And how is it that the UFP’s Prime Directive can be about both keeping a newbie society from being exposed to advanced technologies and ideas before they are ready (and who decides this?) and allowing an entire intelligent species to die if some natural phenomenon they have no control over threatens to kill them?

    Is the Federation implicitly saying this is the will of God? So letting these beings all die is okay, but having them briefly witness a giant shiny noisy object rise out of the water and fly up into the sky is bad? People on this planet have reported seeing similar things (yes, Aquatic UFOs, not kidding) and yet I still don’t see humanity suddenly flying off to Alpha Centauri in our very own starships. And if we did, would that be a bad thing?

    So now the natives of Nibiru might be inspired to learn how to fly and get off and away from that dangerous island. Or maybe they now worship a new flying ocean deity. Either way, is this going to be worse than an erupting volcano that would have buried them all in hot lava?

  14. Athena says:

    Calvin, I agree: the best and the worst don’t really need dialogue!

    Larry, you can find discussions of all these points, and more, in these snarky reviews:

  15. Walden2 says:

    Leave it to you, Athena, to not only have but find some of the better reviews of this film I have read so far. The one at io9 made me laugh.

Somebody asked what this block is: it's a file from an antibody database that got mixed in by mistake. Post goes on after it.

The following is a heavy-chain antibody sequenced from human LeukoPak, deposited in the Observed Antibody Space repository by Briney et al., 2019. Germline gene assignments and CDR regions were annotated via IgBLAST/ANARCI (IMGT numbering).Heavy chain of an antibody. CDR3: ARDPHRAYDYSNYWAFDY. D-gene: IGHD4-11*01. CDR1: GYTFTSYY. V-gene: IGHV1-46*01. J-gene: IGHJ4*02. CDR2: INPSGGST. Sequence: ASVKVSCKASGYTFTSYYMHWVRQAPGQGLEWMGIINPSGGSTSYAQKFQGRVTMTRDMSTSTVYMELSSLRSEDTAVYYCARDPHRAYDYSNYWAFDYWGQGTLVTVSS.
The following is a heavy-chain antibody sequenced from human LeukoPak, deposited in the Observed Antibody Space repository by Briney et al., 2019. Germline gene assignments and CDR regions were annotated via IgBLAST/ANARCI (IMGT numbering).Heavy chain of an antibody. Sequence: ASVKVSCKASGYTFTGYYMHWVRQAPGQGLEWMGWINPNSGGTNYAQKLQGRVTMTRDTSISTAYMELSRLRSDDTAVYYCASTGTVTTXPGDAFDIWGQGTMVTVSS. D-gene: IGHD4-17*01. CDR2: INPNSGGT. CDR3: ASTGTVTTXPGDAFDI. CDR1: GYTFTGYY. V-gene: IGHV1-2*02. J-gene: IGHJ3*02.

They also make me realize why I kind of went mentally numb after seeing STID. There was just so much wrong with it on so many levels, I think my brain instinctively protected me from becoming permanently stupid until I could get far enough away from it in time and space to think about it without irreversible harm.

    That being said, I can handle mindless action films so long as they actually aren’t too stupid and do not pretend to be something else or better than they really are. I know Star Trek is not the height of culture, but at least the earlier versions tried to be better than what mainstream science fiction usually offers, especially back in the day.

    These reviews just confirmed that Abrams has dumbified the franchise into a pit I don’t think it can get out of, unless someone else with talent and a real respect for Star Trek takes over the films. It may happen as Abrams gets wrapped up in his real love, Star Wars, and finds himself too busy to deal with all those annoying Trekkers.

    The third film is supposed to be about the Enterprise and crew finally going on their original five year mission – they said so at the end of STID. Will they explore strange new worlds, seek out new life forms, and make relevant social commentary along the way?

    We shall see.

    No, I doubt it too.

    But thank you, Athena, from pulling me out of my state of mental numbness.

  16. Christopher Phoenix says:

    I could instantly tell that J.J. Abrams has degenerated Trek into a summer action flick filled with snarky dialogue from the trailers for Star Trek: Into Darkness, so I have no high hopes for this film. In fact, the film can be considered a success- J.J. intended to turn ST into mindless entertainment, and he succeeded quite handily!! Today’s Hollywood SF is based on the theory that audience interest can be held by large explosions and lame humor, so what has happened to ST II is not surprising at all, really.